—Ted Dekker, best-selling author of Forbidden and the Circle series

Check out more reviews here.

Monday, April 2, 2012

Book Giveaway: Illusion by Frank Peretti

Important: This giveaway is now closed.

When I was sent a review copy of Frank Peretti's latest novel, I actually received two copies. I was told that this was so that I could give one away on my blog. I could be selfish and keep both for myself, but that's pointless and not nearly as much fun. Now, do you want to win a copy of Illusion? Of course you do! Who doesn't like free stuff?

This is the Advance Reader's Edition, which basically means that the editing is not quite completed, though it's very close, and that it has a different cover image (as seen in the photo). It is paperback with 497 pages.

How to enter (+1 entry for each item on the list):
-Follow my blog with your Blogger* account
-Share this giveaway on Facebook
-Share this giveaway on Twitter
(Use the tag #rjhblog.)

For these entries to count, you can either send an email to with "Illusion Giveaway" as the subject header, or leave a comment on this blog with your name and email.

The email or comment will need to include which items on the list you have fulfilled, and I promise that I will not send you spam or anything like that. The giveaway will end on April 22, 2012, and around that time a winner will be selected at random to receive a copy of Illusion. Update: The email or comment counts as an entry as well. The items on the list are for additional entries to improve your chances of winning. If you leave a comment and send an email, it will only count as one entry.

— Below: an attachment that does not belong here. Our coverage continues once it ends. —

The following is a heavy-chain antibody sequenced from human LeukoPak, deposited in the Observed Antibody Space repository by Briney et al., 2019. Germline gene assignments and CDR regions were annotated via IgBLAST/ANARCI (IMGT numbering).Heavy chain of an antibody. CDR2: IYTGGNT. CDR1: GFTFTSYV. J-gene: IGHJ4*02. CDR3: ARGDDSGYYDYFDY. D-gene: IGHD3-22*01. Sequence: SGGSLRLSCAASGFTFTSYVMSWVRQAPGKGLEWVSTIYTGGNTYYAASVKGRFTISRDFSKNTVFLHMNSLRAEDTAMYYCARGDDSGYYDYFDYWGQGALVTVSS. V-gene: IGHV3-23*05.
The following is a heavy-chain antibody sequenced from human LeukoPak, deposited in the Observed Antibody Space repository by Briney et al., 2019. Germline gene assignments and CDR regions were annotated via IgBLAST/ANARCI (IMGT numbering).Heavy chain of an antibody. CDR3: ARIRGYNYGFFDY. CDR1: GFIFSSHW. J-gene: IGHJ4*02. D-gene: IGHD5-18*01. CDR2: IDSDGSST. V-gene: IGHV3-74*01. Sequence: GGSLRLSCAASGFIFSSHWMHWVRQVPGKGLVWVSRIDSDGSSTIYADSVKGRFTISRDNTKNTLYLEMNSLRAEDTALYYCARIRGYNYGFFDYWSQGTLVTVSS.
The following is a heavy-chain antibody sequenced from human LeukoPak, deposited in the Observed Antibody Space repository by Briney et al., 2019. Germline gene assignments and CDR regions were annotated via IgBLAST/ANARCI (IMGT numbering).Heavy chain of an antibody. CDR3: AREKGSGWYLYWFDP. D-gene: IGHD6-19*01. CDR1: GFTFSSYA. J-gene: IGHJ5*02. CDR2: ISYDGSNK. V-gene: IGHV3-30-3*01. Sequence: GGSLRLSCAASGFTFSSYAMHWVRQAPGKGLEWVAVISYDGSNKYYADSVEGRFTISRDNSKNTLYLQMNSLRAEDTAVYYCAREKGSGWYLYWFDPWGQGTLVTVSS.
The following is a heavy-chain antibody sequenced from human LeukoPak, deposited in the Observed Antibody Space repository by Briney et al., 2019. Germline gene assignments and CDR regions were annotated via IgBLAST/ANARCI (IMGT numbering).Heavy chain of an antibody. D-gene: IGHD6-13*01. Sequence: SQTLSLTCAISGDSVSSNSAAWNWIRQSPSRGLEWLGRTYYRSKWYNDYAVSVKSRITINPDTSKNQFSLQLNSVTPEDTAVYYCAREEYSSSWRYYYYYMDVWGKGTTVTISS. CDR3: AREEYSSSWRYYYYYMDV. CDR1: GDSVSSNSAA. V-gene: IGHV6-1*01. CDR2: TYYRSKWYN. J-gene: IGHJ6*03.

*You don't need a Blogger account to follow this blog. You can use Google, Yahoo, Twitter, and maybe others as well. If you don't have a Blogger account, click "Join this site" on the sidebar (under "Followers") to view your options.

This giveaway is only open in the USA. I know there are people in other countries who would very much like to get their hands on the book, but my current income does not allow for shipping prices unless they're decently low. I apologize, and I hope this will be something we can get around sometime in the future.

Now, who's ready to win a book?

Frank Peretti's website
Reuben Horst's review of Illusion